Community Research and Development Information Service - CORDIS


LEOSWEEP — Result In Brief

Project ID: 607457
Funded under: FP7-SPACE
Country: Spain
Domain: Space

Giving Earth’s lower orbit a spring clean

EU-funded scientists have developed an efficient method of removing the man-made space debris that orbits our planet. This could make future space expeditions safer by removing the threat of collision.
Giving Earth’s lower orbit a spring clean
The space community has been aware for some time that close to 2 500 tons of debris currently orbits our planet, and has been looking into innovative solutions to remedy the situation. However, the sheer range of debris sizes and orbits mean that different removal technologies are required, and it remains unclear exactly who will pay for such an ambitious undertaking. It is evident however that this is an issue that urgently needs to be tackled in order to ensure the safe continuation of space exploration.

‘The amount of space debris orbiting the Earth has become dangerous,’ says LEOSWEEP project coordinator Mercedes Ruiz from SENER in Spain. ‘In the last decade alone there have been at least two collisions between spacecraft in the low Earth orbit environment and the probability of more collisions is ever-increasing. This debris poses a real risk to existing and future space missions as well as to assets and people on Earth.’

Debris removal by ion beam

The EU-funded LEOSWEEP project sought to address this threat by focusing on the development of a specific 'Active debris removal' (ADR) technique, called the 'Ion beam shepherd' (IBS) concept. This concept was selected based on its suitability to contactless removal of some of the large number of discarded rocket stages that orbit our planet. By deorbiting this debris using IBS, the project team calculated that they could potentially eliminate hundreds of tons of space debris with a few missions.

‘IBS uses ion beams as an efficient and low-risk contactless way of manipulating the debris to be deorbited,’ explains Ruiz. ‘The orbit and / or attitude of a generic object can be changed through the momentum transfer of one or more ion beams produced by 'Electric propulsion' (EP) thrusters on board a nearby spacecraft.’

The technical challenges of IBS were investigated by the LEOSWEEP team, and proposed designs then validated through dedicated simulations implementing detailed models of the ion beams used for actuation on the target as well as the ion beam-target dynamic interaction. Ground-based laboratory experiments were also carried out. A key outcome of all this hard work has been the development of a dedicated low divergence ion thruster (ITT).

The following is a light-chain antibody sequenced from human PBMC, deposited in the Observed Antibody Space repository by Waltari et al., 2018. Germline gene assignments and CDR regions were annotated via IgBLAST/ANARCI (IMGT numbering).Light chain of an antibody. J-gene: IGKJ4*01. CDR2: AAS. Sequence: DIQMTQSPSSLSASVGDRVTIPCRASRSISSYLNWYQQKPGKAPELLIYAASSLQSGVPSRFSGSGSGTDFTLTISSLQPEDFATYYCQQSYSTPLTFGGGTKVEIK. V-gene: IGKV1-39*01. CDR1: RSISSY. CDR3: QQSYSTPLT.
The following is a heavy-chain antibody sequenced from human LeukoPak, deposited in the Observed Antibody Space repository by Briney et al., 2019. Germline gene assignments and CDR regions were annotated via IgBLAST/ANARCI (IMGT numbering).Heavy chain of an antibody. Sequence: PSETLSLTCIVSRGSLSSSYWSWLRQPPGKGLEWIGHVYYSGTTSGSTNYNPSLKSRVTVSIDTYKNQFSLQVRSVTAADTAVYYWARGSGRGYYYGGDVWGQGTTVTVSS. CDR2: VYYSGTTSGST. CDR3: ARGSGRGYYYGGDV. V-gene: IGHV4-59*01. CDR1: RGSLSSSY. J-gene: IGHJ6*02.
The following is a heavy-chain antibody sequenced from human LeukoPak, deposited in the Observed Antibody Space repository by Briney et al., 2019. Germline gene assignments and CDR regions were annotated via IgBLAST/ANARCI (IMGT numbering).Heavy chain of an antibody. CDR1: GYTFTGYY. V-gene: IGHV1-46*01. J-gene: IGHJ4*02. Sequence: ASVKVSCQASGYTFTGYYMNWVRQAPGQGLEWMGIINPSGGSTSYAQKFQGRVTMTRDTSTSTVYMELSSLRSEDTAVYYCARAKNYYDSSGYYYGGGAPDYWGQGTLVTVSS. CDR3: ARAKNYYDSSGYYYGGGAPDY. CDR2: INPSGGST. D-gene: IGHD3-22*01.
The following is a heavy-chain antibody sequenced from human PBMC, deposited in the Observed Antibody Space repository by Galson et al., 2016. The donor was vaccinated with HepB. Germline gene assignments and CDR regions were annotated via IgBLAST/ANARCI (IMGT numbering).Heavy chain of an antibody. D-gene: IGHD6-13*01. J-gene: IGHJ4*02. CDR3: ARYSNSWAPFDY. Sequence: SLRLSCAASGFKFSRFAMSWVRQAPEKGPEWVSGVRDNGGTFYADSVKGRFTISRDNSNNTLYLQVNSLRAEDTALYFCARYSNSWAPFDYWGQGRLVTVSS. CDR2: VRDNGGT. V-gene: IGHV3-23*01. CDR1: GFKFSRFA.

‘While ion thrusters have been known and used for spacecraft propulsion for many years, the ITT designed for the LEOSWEEP project is a new design,’ says Ruiz. ‘We were able to demonstrate that this can be used for specific IBS tasks.’

Clearing a path for implementation

Next, regulatory and legal framework issues were addressed and the way forward proposed in order to implement a first IBS ADR mission to remove a Ukrainian upper stage rocket. ‘Continuation of this work will now require the involvement of various space agencies, European Commission and Ukrainian authorities, in order to determine if the proposed solution matches their needs,’ points out Ruiz. ‘If so, then the next issue will be how to fund this expedition.’

By demonstrating the technological, economic and legal feasibility of this IBS technique, the LEOSWEEP project hopes to kick-start large-scale active debris removal activities in Ukraine, Europe and other space faring nations in the future. ‘Project partners have also been able to improve their abilities to implement other proposed solutions in the future,’ says Ruiz. ‘For instance, some missions that could benefit from our achievements include formation and tandem flying missions – which will be very important in the coming years – and asteroid deflection and retrieval missions.’


Other Technology


LEOSWEEP, asteroid, space debirs, Ukraine, rocket, ion, IBS, ITT, planet, SENER
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